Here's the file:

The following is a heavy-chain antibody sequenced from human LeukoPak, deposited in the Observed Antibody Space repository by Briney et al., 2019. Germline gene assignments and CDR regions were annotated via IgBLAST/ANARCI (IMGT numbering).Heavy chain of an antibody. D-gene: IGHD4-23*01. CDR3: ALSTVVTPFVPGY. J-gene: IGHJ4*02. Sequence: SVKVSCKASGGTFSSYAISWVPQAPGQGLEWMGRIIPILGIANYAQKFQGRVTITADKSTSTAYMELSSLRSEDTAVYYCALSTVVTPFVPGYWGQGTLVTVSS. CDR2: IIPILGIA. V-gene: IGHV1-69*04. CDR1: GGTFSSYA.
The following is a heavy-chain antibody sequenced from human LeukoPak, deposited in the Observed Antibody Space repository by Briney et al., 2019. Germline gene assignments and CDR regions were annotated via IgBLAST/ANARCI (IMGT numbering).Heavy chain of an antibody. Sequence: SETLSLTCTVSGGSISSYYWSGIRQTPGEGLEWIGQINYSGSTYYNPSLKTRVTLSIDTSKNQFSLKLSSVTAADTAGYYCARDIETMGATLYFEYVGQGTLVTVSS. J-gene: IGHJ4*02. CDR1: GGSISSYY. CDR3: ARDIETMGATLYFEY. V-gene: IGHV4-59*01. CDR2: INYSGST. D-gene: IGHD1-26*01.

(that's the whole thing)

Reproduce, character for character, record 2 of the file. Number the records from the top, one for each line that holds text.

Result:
The following is a heavy-chain antibody sequenced from human LeukoPak, deposited in the Observed Antibody Space repository by Briney et al., 2019. Germline gene assignments and CDR regions were annotated via IgBLAST/ANARCI (IMGT numbering).Heavy chain of an antibody. Sequence: SETLSLTCTVSGGSISSYYWSGIRQTPGEGLEWIGQINYSGSTYYNPSLKTRVTLSIDTSKNQFSLKLSSVTAADTAGYYCARDIETMGATLYFEYVGQGTLVTVSS. J-gene: IGHJ4*02. CDR1: GGSISSYY. CDR3: ARDIETMGATLYFEY. V-gene: IGHV4-59*01. CDR2: INYSGST. D-gene: IGHD1-26*01.